User currently offlineVonRichtofen From Canada, joined Nov 2000, 4644 posts, RR: 35
Reply 4, posted (13 years 1 week 5 days 23 hours ago) and read 3461 times:

Joint Strike Fighter

User currently offlineAC340 From Canada, joined Aug 2001, 337 posts, RR: 0
Reply 5, posted (13 years 1 week 5 days 17 hours ago) and read 3445 times:

Thanks for the insight everyone.

User currently offlineJwenting From Netherlands, joined Apr 2001, 10213 posts, RR: 17
Reply 6, posted (13 years 1 week 5 days 16 hours ago) and read 3444 times:

You mean the Canadian AF thinks the politicos will go ahead with the dismantling of the military?
I've seen that coming for a while now, but if the troops themselves are openly saying so it must be serious.
Another nation falling for the 'there is no enemy so we need no defense' way of thinking which costed Europe so dearly in 1940.

I wish I were flying
User currently offlineFlyf15 From , joined Dec 1969, posts, RR:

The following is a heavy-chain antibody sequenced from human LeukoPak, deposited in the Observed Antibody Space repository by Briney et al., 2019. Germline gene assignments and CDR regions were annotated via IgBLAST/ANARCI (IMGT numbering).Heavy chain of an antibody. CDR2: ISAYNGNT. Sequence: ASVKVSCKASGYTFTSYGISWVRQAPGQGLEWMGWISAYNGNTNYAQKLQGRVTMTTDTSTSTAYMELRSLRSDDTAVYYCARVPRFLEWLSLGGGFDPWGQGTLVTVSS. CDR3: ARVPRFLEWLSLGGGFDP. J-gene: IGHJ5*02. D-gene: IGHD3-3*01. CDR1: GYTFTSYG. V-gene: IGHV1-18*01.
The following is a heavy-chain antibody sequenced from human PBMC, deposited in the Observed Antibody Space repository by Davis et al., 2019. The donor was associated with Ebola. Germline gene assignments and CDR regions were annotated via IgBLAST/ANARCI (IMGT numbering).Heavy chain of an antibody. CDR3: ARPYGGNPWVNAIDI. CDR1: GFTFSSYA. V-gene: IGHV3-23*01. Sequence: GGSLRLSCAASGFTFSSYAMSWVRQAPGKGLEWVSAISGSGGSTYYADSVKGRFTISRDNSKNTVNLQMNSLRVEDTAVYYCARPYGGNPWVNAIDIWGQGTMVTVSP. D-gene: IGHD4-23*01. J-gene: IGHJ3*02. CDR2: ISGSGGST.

Reply 7, posted (13 years 1 week 4 days ago) and read 3417 times:

One of the things he mentioned that I remember cleary was stating that they had the US to do their dogfighting for them (or something along those lines). Don't know if he was joking or serious though...

User currently offlineJ-bird From Canada, joined Feb 2001, 111 posts, RR: 0
Reply 8, posted (13 years 1 week 2 days 5 hours ago) and read 3399 times:

Joint Strike Fighter? I think you must be dreaming... the way Canada funds the military, we would be able to buy a total of 8-10, and that spread over 5 years!

I agree with the poster who said that the CF-18 is probably the last fighter aircraft the CAF will ever operate. Have also heard the same comment from people who are in.

Sad but true. Canadian politicos just have never learned that it's a "pay to play" world, and without a meaningful contribution to shared security, the Canadian voice will continue to get smaller and smaller. Looking at it the other way though, defence has never been a priority to the Canadian people and as such, the loss of political/economic influence that comes with having a seat at the decision-making table is what we all deserve. Again, sad but true.